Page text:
Van Der Graaf Generator – Pawn Hearts (1971/1987)

Van Der Graaf Generator – Pawn Hearts
Artist: Van Der Graaf Generator
Album: Pawn Hearts
Genre: Eclectic Prog
Label: Charisma, Virgin
Year Of Release: 1971/1987
Quality: FLAC (image+.cue)

1. Lemmings (including Cog) (11:39)
2. Man-Erg (10:21)
3. A Plague of Lighthouse Keepers (23:04) :
– i. Eyewitness
– ii. Pictures / Lighthouse
– iii. Eyewitness
– iv. S.H.M.
– v. Presence of the Night
– vi. Kosmos Tours
– vii. (Custard’s) Last Stand
– viii. The Clot Thickens
– xi. Land’s End (Sineline)
– x. We Go Now


– Peter Hammill / lead vocals, acoustic & slide guitars, piano, electric pianos
– Hugh Banton / Hammond (E & C) & Farfisa Professional organs, piano, Mellotron, bass & bass pedals, ARP synthesizer, Fx, backing vocals
– David Jackson / tenor, alto & soprano saxophones, flute, Fx, backing vocals
– Guy Evans / drums, timpani, percussion, piano

– Robert Fripp / electric guitar

PAWN HEARTS, from 1971, is Van Der Graaf Generator’s fourth release, and the product of a trail-blazing progressive rock band in top form. As with its also top-notch predecessor H TO HE, WHO AM THE ONLY ONE, the album represents truly avant garde, demanding, and occasionally difficult, yet highly gratifying listening. The classic Van der Graaf elements are all here: from front man Peter Hammill’s searing, introspective lyrics and dynamic vocals (Hammill is a master-contortionist of the voice); to Banton’s accomplished piano, organ, mellotron and synths; to Evans’ precise drumming (with almost militaristic snare); to Jackson’s unique sax (an essential component of the band’s sound) and occasional flute. To further sweeten the mix, Robert Fripp again serves as guest guitarist, adding his deft, inimitable touch to the musical “canvas.”

PAWN HEARTS displays a maturity and ease of execution which seems to reach its rarefied heights of artistry without trying as overtly hard to be “clever” as H TO HE did, and thereby succeeds all the more resoundingly. Yet, while there is ample power and beauty to be found here, we are made to pay for our pleasure with occasional “pain” in the form of some decidedly jarring passages. As in life, however, such moments only serve to make the rewards to be found within all the sweeter by contrast, just as the lingering, bitter cold of winter renders the fleeting warmth of spring and summer all the more welcome, and death imparts poignancy, urgency and importance to life. This is serious music, and not for the merely “casual,” or faint-hearted listener!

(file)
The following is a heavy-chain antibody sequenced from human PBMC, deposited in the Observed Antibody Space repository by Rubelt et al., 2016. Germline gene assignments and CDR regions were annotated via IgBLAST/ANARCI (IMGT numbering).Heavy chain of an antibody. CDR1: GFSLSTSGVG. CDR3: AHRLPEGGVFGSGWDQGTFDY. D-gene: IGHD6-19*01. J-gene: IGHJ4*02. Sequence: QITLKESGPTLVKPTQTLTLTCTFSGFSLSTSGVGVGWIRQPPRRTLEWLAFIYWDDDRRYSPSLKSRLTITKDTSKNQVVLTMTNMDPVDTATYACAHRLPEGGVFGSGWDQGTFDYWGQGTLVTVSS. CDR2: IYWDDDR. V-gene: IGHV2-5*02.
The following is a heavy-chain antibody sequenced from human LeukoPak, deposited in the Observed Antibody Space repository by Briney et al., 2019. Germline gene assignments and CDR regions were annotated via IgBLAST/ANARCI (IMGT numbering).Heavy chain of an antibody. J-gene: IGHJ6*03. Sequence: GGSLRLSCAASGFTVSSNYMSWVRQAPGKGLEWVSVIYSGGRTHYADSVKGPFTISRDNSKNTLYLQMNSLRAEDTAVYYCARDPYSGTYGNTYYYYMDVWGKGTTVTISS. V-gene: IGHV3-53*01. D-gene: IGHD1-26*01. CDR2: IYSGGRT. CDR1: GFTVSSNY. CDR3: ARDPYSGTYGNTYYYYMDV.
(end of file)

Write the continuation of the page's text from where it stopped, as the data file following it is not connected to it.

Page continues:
The lyrical content is fully as deep as the music. The near twelve-minute opener “Lemmings,” deals with the fallibility and oftimes corrupt nature of leaders, and the folly of blindly following them, lemming-like, to our destruction. Written during the dark days of the Vietnam War and the Cold War (which made nuclear apocalypse an all-too-real possibility), the lyrics advocate the questioning of authority, and the choosing of one’s own path. While the imagery is oftimes disturbing, the song is ultimately a message of hope: individual action can yet overcome the “greasy machinery (that) slides on the rails, young minds and bodies on steel spikes impaled,” and thus secure a better future for our children — a sentiment and rallying cry that rings as immediate and relevant today as ever.

The next song, “Man-Erg,” (which can be sampled here) is one of Van der Graaf’s best, with poetic, sensitive and insightful lyrics movingly delivered by Hammill. The theme is perhaps the most perennial in all of art: that of the dichotomy (or duality) of human nature, and the fragility of identity. Intellect and instinct, reason and passion, vie for control within us all. Hammill sings that “the killer lives inside me,” in uneasy company with “angels” then screams in anguish: “How can I be free — how can I get out? Am I really me — am I someone else?” This is a song that could easily lend itself to analysis in university literature or philosophy courses, as a very effective portrait of the universal human capacity to do good or evil.

The closing track is an acknowledged VDGG masterpiece, and one that many fans cite as the band’s crowning achievement. Running some twenty-three minutes in length, “A Plague of Lighthouse Keepers” predates Genesis’ “Supper’s Ready” by a year, and is thus among the first “full-side” songs in progressive rock. The music and words are by turns dark and brooding, powerful and infectious, cathartic and uplifting, eminently memorable, and the distilled essence of early progressive. Hammill casts himself as a lonely lighthouse keeper, who looks out upon the night-dark waters from his sea-girt stronghold, full of regret for the failure of past relationships, and craving human company. He ponders the nature of freedom of choice, wonders “what is my role in the pageantry,” before suicide/death finally brings peace: “I think the end is the start. Begin to feel very glad now. All things are apart — all things are a part.” As Fripp’s blistering guitar and a mellotron-swept “choir” seem to signal deliverance and possible ascension to a heavenly afterlife, we are left to conclude that we have relived one of the genre’s defining masterworks.

PAWN HEARTS is a brilliant achievement. By no means an “easy” album, it is nonetheless rewarding and required listening for serious fans of classic progressive rock!
Review by Peter

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